Posts Tagged ‘datatypes’

Hashes And Trees Are Not Fungible

Nathan makes an interesting comment on my blog.

"I think most languages don’t include trees because hash tables are close enough for most purposes. You don’t usually need to traverse key/value pairs in the map in sorted order, which is about the only thing a tree buys you over a hash. And if you know that you care about sortedness, you probably know enough to go implement your own."

With my Perl background, I’ve got a lot of sympathy for that position. It’s almost, but not quite, completely wrong though.

Extensible Containers are all the same and yet different

Vectors or trees or hashes or whatever, do have something in common. They are all capable of storing a bunch of things. You can have operations such as store and retrieve. That’s true of course. The difference lies in how long it takes to do an operation.

  • You want to find a particular item in a singly linked list? That’ll take N/2. Insertion is constant.
  • Insertion into a balanced binary tree takes log2 N. Finding an item also takes log2 N.
  • Iterating over a sorted range of keys in a tree? log2 N + length of range. In a hash? N log2 N.
  • When I want to implement a database, or whatever, this sort of thing matters. I could always implement it on top of singly linked list, or a hash, or a vector but it would be terribly inefficient.

    The English Effect

    Paul Graham once mentioned The Blub Paradox where a user of a particular programming language doesn’t understand the value in unfamiliar (more powerful) constructs in another language1.

    Actually the effect is not just restricted to languages, it affects all kinds of useful things. And they don’t have to be more or less powerful than other things, just different. So someone who is constrained into a scalar/array/hash view of the world, won’t necessarily see the value in binary trees2.

    I think of this as The English Effect. English isn’t more or less powerful than other languages. But a native english speaker will tend to look at other languages and not see any value in learning them. They will be unaware that there are ideas that can be expressed much more elegantly in other languages.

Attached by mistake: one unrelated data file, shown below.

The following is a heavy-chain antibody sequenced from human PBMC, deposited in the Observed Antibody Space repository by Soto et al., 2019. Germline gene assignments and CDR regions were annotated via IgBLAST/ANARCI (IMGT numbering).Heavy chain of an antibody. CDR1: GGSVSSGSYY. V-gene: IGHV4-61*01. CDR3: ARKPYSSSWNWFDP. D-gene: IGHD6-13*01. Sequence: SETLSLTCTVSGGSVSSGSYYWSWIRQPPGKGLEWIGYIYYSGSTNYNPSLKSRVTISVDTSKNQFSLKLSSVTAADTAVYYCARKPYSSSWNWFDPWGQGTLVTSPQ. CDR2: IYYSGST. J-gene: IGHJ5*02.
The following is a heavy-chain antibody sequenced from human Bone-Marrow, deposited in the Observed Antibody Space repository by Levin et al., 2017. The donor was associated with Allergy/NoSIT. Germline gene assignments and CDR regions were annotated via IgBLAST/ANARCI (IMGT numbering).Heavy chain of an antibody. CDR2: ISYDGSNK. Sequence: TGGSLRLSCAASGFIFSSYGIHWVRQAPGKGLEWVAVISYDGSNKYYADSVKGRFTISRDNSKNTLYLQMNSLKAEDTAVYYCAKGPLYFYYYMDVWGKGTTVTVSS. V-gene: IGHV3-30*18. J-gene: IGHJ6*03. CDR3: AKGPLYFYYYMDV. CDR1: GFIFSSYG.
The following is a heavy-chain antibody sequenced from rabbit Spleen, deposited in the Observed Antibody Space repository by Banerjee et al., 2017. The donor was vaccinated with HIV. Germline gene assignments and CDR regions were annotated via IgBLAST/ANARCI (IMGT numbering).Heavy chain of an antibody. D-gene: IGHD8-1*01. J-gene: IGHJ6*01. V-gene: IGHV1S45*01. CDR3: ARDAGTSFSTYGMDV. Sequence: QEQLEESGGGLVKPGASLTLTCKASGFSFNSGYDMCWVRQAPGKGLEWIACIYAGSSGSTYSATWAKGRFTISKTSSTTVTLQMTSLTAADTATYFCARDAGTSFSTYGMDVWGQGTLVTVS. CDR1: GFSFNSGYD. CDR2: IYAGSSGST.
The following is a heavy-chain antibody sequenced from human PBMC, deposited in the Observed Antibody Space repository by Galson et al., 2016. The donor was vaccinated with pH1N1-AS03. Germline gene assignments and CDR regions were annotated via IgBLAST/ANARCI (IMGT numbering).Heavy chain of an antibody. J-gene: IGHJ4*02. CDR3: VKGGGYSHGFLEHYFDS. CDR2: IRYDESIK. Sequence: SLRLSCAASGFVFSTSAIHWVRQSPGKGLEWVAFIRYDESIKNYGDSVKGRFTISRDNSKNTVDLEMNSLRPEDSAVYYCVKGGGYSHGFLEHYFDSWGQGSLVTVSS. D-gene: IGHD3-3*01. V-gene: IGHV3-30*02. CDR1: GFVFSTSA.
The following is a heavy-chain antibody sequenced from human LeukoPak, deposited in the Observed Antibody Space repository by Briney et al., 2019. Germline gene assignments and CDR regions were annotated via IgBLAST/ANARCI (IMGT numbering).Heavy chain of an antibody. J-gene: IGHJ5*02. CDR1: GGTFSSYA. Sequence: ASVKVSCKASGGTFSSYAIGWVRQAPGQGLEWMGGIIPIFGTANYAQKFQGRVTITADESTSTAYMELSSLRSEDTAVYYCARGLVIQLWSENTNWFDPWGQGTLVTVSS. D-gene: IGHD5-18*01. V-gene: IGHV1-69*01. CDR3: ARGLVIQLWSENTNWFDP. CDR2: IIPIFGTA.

The same ideas can be described, albeit in a clumsy way, just the same as binary trees can be implemented in assembler.

    Take for example, the German doch. The number of times I have wished there was a simple disagreement with a negative assertion in English and the working efficiency it would impart is uncountable.

    Oh, that idea you have, it is never going to work, the boss will never okay it and it will take to long and there are instances it won’t cover and, and, and.

    You simply respond with Doch! And your negative colleague has no possible comeback. You are all able to proceed with your work and do so gladly 😉

    1. I tend to find that the way it is phrased is quite condescending. And how is it a paradox anyway?

    2. Looking at Nathan’s blog though, he does Lisp. And in Lisp, the basic datatype is a tree. So he’s not unfamiliar with that stuff which makes his comment even more strange to me.


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As Emacs is open source, we don’t need to speculate. We can just read the code. I’m lazy though, so I prefer to speculate 😉 If you were making a text editor, what would you use for your buffer type?

Array of Chars

The obvious, naive choice is an array of chars. But that means that, while append may be fast (until you need to resize your array at least), insertion is very slow. To insert a character in the middle of an array of chars, you need to move all of the characters following the insertion point up by one character. If we assume that insertions are evenly distributed, inserting a character will take, on average, time proportional to N/2.

Queue up Inserts

We can be a bit smarter than that. With normal text editor usage, for any given insert, we will probably insert a bunch of characters in the same place. We could append those characters into a preallocated array, and after a certain amount of time or number of characters, insert those characters into the array of chars. This brings the amortized speed cost down to N/M/2 where M is the average number of characters inserted in one go.

A Tree of Characters

So much for arrays. How about a tree? Assuming the tree, is balanced, insertion will take log2 N. The downside is that traversal is a lot slower (still order N, but a decent constant factor slower). And we are also likely to lose cache locality.

Side note: I often surprised that the main ‘scripting’ languages don’t provide much more than the equivalent of perl scalars, arrays and hashes. Sure, Python has tuples and Ruby has symbols (okay, I do miss symbols in Perl), but where are the built-in trees? Even Lisp has them. I had a quick look for trees in the CPAN and found Tree::Binary and Tree::RedBlack. I couldn’t find at a quick glance whether Tree::Binary self-balances or not. Hmmm…

A Rope

The final simple option is a rope (PDF). This is a binary tree where the leaves, instead of being characters, are arrays of characters. This improves cache locality (depending on the average size of the array), and traversal speed, although it isn’t as fast as a simple array of characters.

What would you use?

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